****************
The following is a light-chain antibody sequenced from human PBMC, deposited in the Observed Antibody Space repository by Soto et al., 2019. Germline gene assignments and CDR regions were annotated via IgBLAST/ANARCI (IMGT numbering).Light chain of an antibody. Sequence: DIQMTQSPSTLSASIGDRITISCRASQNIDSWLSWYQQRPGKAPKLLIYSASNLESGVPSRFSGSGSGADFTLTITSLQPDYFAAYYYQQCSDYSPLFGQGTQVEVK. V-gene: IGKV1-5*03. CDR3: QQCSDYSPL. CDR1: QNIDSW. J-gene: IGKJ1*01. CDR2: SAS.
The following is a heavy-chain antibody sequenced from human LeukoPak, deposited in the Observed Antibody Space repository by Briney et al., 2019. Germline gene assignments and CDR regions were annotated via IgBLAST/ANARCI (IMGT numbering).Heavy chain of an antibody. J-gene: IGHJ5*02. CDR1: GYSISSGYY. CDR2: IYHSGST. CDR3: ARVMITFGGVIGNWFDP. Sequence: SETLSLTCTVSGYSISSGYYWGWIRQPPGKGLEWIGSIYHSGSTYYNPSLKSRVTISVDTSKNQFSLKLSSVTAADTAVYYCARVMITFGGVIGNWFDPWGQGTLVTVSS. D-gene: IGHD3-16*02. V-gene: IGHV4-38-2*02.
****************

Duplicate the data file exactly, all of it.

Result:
The following is a light-chain antibody sequenced from human PBMC, deposited in the Observed Antibody Space repository by Soto et al., 2019. Germline gene assignments and CDR regions were annotated via IgBLAST/ANARCI (IMGT numbering).Light chain of an antibody. Sequence: DIQMTQSPSTLSASIGDRITISCRASQNIDSWLSWYQQRPGKAPKLLIYSASNLESGVPSRFSGSGSGADFTLTITSLQPDYFAAYYYQQCSDYSPLFGQGTQVEVK. V-gene: IGKV1-5*03. CDR3: QQCSDYSPL. CDR1: QNIDSW. J-gene: IGKJ1*01. CDR2: SAS.
The following is a heavy-chain antibody sequenced from human LeukoPak, deposited in the Observed Antibody Space repository by Briney et al., 2019. Germline gene assignments and CDR regions were annotated via IgBLAST/ANARCI (IMGT numbering).Heavy chain of an antibody. J-gene: IGHJ5*02. CDR1: GYSISSGYY. CDR2: IYHSGST. CDR3: ARVMITFGGVIGNWFDP. Sequence: SETLSLTCTVSGYSISSGYYWGWIRQPPGKGLEWIGSIYHSGSTYYNPSLKSRVTISVDTSKNQFSLKLSSVTAADTAVYYCARVMITFGGVIGNWFDPWGQGTLVTVSS. D-gene: IGHD3-16*02. V-gene: IGHV4-38-2*02.